Australia’s Courtney Barnett, 28, has carved a unique niche for herself with her deadpan vocal delivery and infectious beats.
In 2013, Barnett earned international acclaim with the release of her sophomore, self-released EP, How to Carve a Carrot Into a Rose. Rollicking performances at CMJ followed, as well as a bundling of her early recordings, redubbed The Double EP: A Sea of Split Peas.
The artist’s full-length debut, Sometimes I Sit and Think and Sometimes I Just Sit, released in March of last year, was nominated for eight separate ARIA Awards, taking home four. More recently, she was nominated for Best New Artist at this year’s Grammys in a field that included James Bay, Sam Hunt, Tori Kelly and (the ultimate winner) Meghan Trainor.
What’s most intriguing, besides Barnett’s wry, ultra-clever musical style, is the fact she’s reached such heights sans major label support. Even further, she’s lent her music-making pals a hand with her homegrown label, Milk! Records, which offers listeners the opportunity to support those artists directly––no middleman required.
Music Connection recently jumped at the opportunity to probe Barnett for insight into how her writing style developed, the origins of her visually arresting videos and what it takes to reach higher ground as a purely independent artist.
Music Connection: What do you make of all the nominations and awards you’ve received lately? Is it more exciting—or perplexing?
Courtney Barnett: It’s a funny thing, because it’s never happened to me before. It’s just a nice thing to be recognized. I think most people don’t write songs to win awards. I know I don’t. It’s kind of just a nice little aside. But it’s really nice to get that recognition.
MC: Your songs are simultaneously clever and laid-back. Is that a style you consciously came up with? Was there a moment you can identify when your particular artistic voice came into being with a song or performance?
Barnett: I’m not sure. When I started writing songs and was a teenager, I was so earnest and serious. I just wanted so badly for people to hear them. I wanted to write the perfect song every time. And once I let go of all those ideas of what I had to do and what it all meant and what people thought, that’s when I started writing good songs—when I stopped considering it so much and stressing out about all the outside possibilities. I don’t know. That could be something.
MC: What about influences? Are there other artists you consider a direct influence on your style or are those artists incidental to your vision? And speaking of influences, what about outside influences? We understand you’re a fan of writers like Roald Dahl. Do those sorts of influences play a part in your songwriting?
Barnett: I don’t have a songwriting God. I kind of come from all the stuff I like, which is a lot. I even find stuff I don’t like inspiring, which is a weird thing to say. I find inspiration in all different places. I just kind of put it all together and then it helps me figure out other ideas or other kinds of aspects of what I’m doing. I kind of just find ideas everywhere.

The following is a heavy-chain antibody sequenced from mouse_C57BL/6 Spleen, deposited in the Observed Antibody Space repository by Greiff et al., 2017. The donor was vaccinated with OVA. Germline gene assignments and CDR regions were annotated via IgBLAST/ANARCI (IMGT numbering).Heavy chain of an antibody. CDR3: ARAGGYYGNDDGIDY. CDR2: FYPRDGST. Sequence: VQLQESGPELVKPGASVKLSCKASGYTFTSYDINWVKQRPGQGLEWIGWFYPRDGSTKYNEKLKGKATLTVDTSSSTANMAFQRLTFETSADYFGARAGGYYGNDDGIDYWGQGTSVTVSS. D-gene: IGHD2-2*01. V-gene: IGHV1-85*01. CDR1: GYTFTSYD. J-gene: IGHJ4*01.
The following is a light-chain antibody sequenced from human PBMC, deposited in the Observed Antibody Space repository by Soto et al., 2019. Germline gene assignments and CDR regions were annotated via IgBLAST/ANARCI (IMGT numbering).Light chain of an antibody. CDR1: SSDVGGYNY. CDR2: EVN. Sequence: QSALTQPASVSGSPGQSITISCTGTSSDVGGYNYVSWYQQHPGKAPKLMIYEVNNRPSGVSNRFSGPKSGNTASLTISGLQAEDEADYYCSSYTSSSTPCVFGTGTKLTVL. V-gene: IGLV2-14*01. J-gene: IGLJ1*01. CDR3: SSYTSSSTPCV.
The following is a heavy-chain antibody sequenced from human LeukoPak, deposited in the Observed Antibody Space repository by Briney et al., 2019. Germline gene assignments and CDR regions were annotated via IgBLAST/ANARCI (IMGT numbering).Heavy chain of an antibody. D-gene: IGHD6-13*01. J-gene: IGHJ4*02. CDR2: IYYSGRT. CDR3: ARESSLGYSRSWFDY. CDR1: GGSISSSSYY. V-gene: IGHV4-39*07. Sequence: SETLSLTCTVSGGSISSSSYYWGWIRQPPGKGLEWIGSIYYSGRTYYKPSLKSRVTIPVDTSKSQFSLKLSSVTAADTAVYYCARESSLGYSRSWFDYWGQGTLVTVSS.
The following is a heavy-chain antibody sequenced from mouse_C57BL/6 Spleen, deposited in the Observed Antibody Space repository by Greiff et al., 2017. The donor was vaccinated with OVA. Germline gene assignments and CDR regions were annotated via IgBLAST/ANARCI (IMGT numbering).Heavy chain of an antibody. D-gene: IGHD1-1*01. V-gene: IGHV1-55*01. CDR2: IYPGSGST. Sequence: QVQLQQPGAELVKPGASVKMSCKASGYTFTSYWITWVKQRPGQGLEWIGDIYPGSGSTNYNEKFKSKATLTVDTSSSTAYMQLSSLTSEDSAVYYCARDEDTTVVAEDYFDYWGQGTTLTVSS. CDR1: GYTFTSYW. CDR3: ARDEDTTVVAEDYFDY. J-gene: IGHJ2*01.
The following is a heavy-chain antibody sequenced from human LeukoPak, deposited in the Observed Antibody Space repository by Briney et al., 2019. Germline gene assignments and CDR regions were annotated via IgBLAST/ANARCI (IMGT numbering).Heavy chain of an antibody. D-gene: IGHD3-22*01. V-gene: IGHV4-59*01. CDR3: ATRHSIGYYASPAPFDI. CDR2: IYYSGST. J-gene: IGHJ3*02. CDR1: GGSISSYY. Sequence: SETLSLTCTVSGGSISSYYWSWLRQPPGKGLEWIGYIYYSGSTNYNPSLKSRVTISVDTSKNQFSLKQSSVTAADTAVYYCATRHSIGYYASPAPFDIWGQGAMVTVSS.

MC: Some of your songs incorporate elements from your personal life. Do those sorts of details help you connect with your songs, especially when performing them?
Barnett: I don’t need any help to connect with my songs. Writing them is the connection there. I write about what I know and what I experience most of the time. Not all the time, but most of the time. And the writing process is me kind of figuring out what’s going on or helping me get through whatever the situation is. So once it’s finished, recorded and played live, it takes on a different meaning. Other people hear it and they interpret it in their own way.
MC: Can you tell us about the sort of gear you use and how it affects your sound? And what about being a lefty—does playing left-handed affect your musical style?
Barnett: No, the only thing with being left-handed is I need to have my own guitar everywhere, because you can’t just break a guitar and borrow someone else’s, which is annoying sometimes. I’m pretty basic. I’ve only got a couple pedals, like some distortion and chorus and delay. All my songs so far are just like standard tuning, so there’s nothing crazy going on there. I mostly play between a Jag[uar] and a Telly [Telecaster]. The Telly’s a cleaner sound, I guess, than the Jag. I only got the Jag this year, so it’s been really great playing with that. It’s like a whole different sound.
MC: It’s interesting that you’re not on a major label, yet you’re emerging as an international star. Have you ever considered signing with a major? And how did you generate international interest without backing from a major?
Barnett: I started my own label in Australia and then slowly people overseas started hearing about it. We signed with a label in London. I’ve never really had an interest in major labels. My interest is in writing songs and recording and playing them. I don’t feel like I need the whole world to love me and what I do and buy my record just because I’ve been told to. I’d prefer just a handful of people to discover it and have some sort of emotional connection to it. That means more to me. So I guess that’s kind of…I don’t know. Yeah. I quite like the setup I’ve got going right now. It’s good.